Basilique Notre-Dame de Montréal

Before long it was back to campus, with less French, but more computer science and lakes. The sheer variety of content (and small class sizes) I was exposed to during semester more than made up for the lack of academic rigour I was used to from my studies in Australia. The beauty of the grounds (rivalling UQ's own) and on-campus ice rink may have helped a little, too.

Swan Lake and the Chemistry Building - The University of Connecticut, Storrs

During Spring Break (another American cultural phenomenon I didn't completely understand) my new friend Moritz and I travelled to Washington, D.C. via Philadelphia to try and take in as much "freedom" as possible. We saw a great deal in the week we were there, walking the National Gallery, seeing SCOTUS, the Capitol, the White House, the Smithsonian Air & Space Museum, the Library of Congress, and the Newseum (my personal favourite).

The Orange House - Washington, D.C.

As exams rolled around it was time to start saying goodbye to all of the friends I had made and plan the next leg of my journey, something I hadn't put a whole lot of thought into until that point. My post-UConn American experience was largely a tour of potential graduate schools with detours for the US Python Conference, the Rock on the Range music festival in Columbus and a veritable vegan smorgasbord in Portland.

That's 7018km, if you wanted an actually useful unit of measurement

My first stop was Pittsburg, specifically to visit Carnegie Mellon University. Pittsburg (at least the areas that I stayed in and walked through) were quite lovely, though I did get my first taste of the "Rust Belt" neglect (i.e. crumbling infrastructure) there as well.

Carnegie Mellon College of Engineering - far less creepy than "The Cathedral of Learning" across the road

Next, it was on to Cleveland for PyCon, where Rust Belt Neglect stepped up to the next level. Despite staying only 10 minutes outside the city, I was advised (strongly and repeatedly) not to venture outside my lodgings after dark. A shame, given that walking the streets might have given some insight into why every second house was either foreclosed or condemned. PyCon US is everything I was used to from PyCon AU, just bigger and better. During the conference itself I met Python luminaries including Michael Kennedy, Brian Okken and Kenneth Reitz. I even got to have dinner with Michael, as well as Kevin Markham of, which led to a variety of interesting conversations about building a business around Python.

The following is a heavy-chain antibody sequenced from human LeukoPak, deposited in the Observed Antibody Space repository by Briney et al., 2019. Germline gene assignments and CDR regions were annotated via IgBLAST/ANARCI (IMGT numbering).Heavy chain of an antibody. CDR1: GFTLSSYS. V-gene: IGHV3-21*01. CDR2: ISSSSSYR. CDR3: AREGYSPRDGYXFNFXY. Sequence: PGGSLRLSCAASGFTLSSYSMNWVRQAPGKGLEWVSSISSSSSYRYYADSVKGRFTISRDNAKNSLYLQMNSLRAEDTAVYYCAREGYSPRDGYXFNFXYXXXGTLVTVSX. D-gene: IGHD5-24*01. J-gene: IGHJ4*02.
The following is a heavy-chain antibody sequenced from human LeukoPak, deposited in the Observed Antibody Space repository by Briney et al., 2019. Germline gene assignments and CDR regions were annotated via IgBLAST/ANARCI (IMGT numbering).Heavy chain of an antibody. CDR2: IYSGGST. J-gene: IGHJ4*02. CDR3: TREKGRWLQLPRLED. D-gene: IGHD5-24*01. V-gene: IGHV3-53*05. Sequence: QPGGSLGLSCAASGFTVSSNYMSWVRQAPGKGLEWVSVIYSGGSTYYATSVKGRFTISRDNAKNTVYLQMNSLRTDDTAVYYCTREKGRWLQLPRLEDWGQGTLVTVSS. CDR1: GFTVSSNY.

After the conference it was time for the sprints, where I angled my way straight to Russel Kieth-Magee's Beeware project, the end-goal of which is a truly cross-platform GUI library for Python. Over the course of the 5-day sprints I contributed to one of the Beeware sub-projects known as Batavia (a Python interpreter written in JavaScript), implementing some of the more obscure (read: corner-case) features of the Python built-in functions (like abs, sum and oct). In return for my week of programming, I got not only to work with one of my Python heroes, but also a shiny challenge coin:

Everyone who makes a successful pull request to Beeware gets a Challenge Coin!

After PyCon, I headed down to Columbus for a music festival (Rock on the Range) featuring some of my favourite bands including Avenged Sevenfold and Bullet for My Valentine. Then it was off to Chicago to see a very pretty university, eat some delicious soul food, see one of my favourite works of art (The Picture of Dorian Gray by Ivan Albright) and finally to board a train to Seattle.

The University of Chicago was absolutely stunning, the rest of the city not so much...

American long-distance trains are worth every penny more than the equivalent Greyhound bus, something I wouldn't fully appreciate until after my 17 hour journey from Portland to San Jose. The trip took me through a half-dozen US states and across the Rocky Mountains - truly a sight to behold. Eventually, after two and a half days, I arrived in Seattle. Here, I saw Jeff Bezos' giant glass balls, drank my weight in London Fogs, and had more incredible American pizza. I also scoped out the lush, green University of Washington campus, another pretty place I could see myself spending 3-5 years at for a PhD.

Department of Anthropology - The University of Washington

Portland, my next stop, is a city of such glaring economic disparity that it's quite hard to stomach. It was the first, though far from the last, place I saw luxury cars (Lamborghinis, Range Rovers etc.) driving down a block housing thirty or more homeless people on the sidewalk.

A Very Pretty Façade

It only got worse as I went farther south. In fact, the rest of my American expedition was rather uneventful. I stayed briefly in Mountain View to check out San Fransisco and the Valley, but was largely underwhelmed by it all (Mountain View itself is really just a big office park nestled in suburbia). Stanford, despite being internationally recognised, didn't seem have the same air of classic intellectualism I'd experienced at Chicago and even UW. I would go on to experience much the same thing at UCLA, though exploring the campuses was quite a pleasant adventure.